Re: Illustrated Edition of Fouque's "The Magic Ring"
Your clarification is well taken. "The Magic Ring" is
emphatically _not_ a book for young children. Although
appropriate for some younger folk, I'm guessing the language
alone, to say nothing of the themes with which the book deals,
would be enough to discourage readers younger than, say, of high
school age. That said, the previous edition was, according to
one source, "eaten up" by high school kids, who were thrilled
by the adventure, complexity, and epic nature of the tale(!).
One of our intents in producing and illustrated edition was to
make the tale more accessible in general and more acceptable
to non-scholar readers.
Regarding the "influence on Tolkien" aspect, yes, I think
Jason got it partly right with his reference. Fouque was as
well known in his day as Goethe, amazing as that might be to
us in the 21st century. His novels were _very_ popular and
_very_ highly regarded. Sad to say, today we primarily remember
him only for his extended short story "Undine".
But, back to the influence on Tolkien. That really is claimed
by virtue of Fouque's popularity _and_ the acknowledged influence
he had on folk like William Morris and George MacDonald. That
Tolkien would have known of Fouque's works seems quite likely, but
Amy makes a more extended case in her introduction to the scholarly
edition of the book.
Here are the relevant paragraphs, from Amy's introduction:
- - - - -
"Scholar Richard Mathews lists "The Magic Ring" as one of
Fouque's most influential works because its blend of allegory
and chivalric romance helped to pave the way for authors such
as William Morris, who created the modern genre of high literary fantasy. According to scholar Frank Bergmann, Morris first came
to read Fouque through the author and translator Charlotte M.
Yonge. Fouque became one of Morris's inspirations for writing
Nordic tales based on Scandinavian, Icelandic, and Germanic
legends -- especially those tied to the Nibelungen myth, from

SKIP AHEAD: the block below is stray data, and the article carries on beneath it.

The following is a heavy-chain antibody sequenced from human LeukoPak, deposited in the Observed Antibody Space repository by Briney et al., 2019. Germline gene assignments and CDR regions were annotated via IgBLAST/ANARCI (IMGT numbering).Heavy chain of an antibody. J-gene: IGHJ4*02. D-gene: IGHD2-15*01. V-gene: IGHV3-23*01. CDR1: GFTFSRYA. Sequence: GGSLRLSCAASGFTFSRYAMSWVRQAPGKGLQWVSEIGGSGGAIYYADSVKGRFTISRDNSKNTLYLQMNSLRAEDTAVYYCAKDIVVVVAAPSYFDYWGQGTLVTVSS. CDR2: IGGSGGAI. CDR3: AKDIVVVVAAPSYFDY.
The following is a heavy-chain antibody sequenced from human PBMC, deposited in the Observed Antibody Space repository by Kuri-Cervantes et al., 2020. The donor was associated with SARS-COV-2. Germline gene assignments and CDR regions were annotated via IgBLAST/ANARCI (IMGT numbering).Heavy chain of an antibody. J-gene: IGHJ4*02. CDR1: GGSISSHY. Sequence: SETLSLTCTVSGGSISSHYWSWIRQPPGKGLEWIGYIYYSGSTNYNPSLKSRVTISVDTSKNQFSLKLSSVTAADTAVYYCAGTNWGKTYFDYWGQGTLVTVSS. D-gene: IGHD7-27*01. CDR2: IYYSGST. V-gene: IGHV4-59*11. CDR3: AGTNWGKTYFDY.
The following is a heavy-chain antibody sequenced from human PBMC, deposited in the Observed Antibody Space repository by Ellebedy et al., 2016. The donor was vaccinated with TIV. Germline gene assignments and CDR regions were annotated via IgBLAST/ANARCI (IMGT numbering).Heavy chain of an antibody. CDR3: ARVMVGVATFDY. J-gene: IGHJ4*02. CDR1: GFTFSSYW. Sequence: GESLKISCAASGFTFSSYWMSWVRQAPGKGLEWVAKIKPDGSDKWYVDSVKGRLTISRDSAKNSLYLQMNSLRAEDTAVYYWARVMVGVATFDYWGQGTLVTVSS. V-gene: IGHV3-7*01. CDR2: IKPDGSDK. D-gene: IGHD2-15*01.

which the magic ring motif emerged -- and Morris in turn
influenced both C.S. Lewis and his fellow Inkling, J.R.R.
Tolkien, the master of epic fantasy.
"Bergmann also follows J.R.R. Tolkien's theoretical understanding
of genre fiction from his 1947 essay "On Fairy-Stories" back
to George MacDonald's 1893 essay "The Fantastic Imagination,"
and from that text back to one of MacDonald's great
influences, German Romanticism. MadDonald references Fouque
by name. That MacDonald knew of "The Magic Ring" in particular
is evident; he quoted directly from the novel for the introduction
to the sixth chapter of his "Phantastes" (1858). Moreover, "The
Magic Ring" exemplifies the 'merging of story and history, of
fact and of imagination born of desire,' and especially
'a transcendental rather than a conventional happy ending,'
which Bergmann finds at the heart of Tolkien's defense
and understanding of fantasy. Works such as "The Magic Ring"
(and Fouque's "Undine", as Bergmann explains), interpreted by
minds such as George MacDonald's, laid the foundations for
Tolkien to develop his conception of the "eucatastrophe" --
the joyous turn that is the "highest function" of the
genre -- and the liturature that followed from it."
- - - -
Apologies for any typos, but I think the above is the
heart of the case for Fouque's influence on Tolkien. Hope
--- In email@example.com, Sue Bridgwater <suebridgwater@...> wrote:
> Thanks all for pulling me up on my over-hasty reaction. How unclear one can be! No, I'm not in favour of Bowdlerising but John Rateliff has expressed what I really meant by his phrase about certain texts having a restricted audience. I can choose to regret the connotations within this work yet go on to read it for its other interesting aspects, whereas a very young reader may still be at the stage of taking everything literally. It's not an easy issue at all, I have 35 years of Librarianship behind me, much of it in work with children, and I can't say that I want to stop children reading, say, Narnia because of all the various objections many have raised to its assumptions, or Swallows and Amazons because it's middle class, or - well, enter as appropriate. But - oh, but - there are works within every culture that assume without question the total wrongness and strangeness of other cultures, and they are the tricky ones. No, you should not
> alter a text and then never allow the original to be read; but think how many 'children's versions' of things you may have read as a child - were they all wrong? A very old kettle of fish, and I have lifted the lid again. Better hide, I suppose.
> from Sue
- And of course George MacDonald's brief answer to the question "What is a fairy-tale?" was "Read 'Undine'" (in "The Fantastic Imagination," I believe).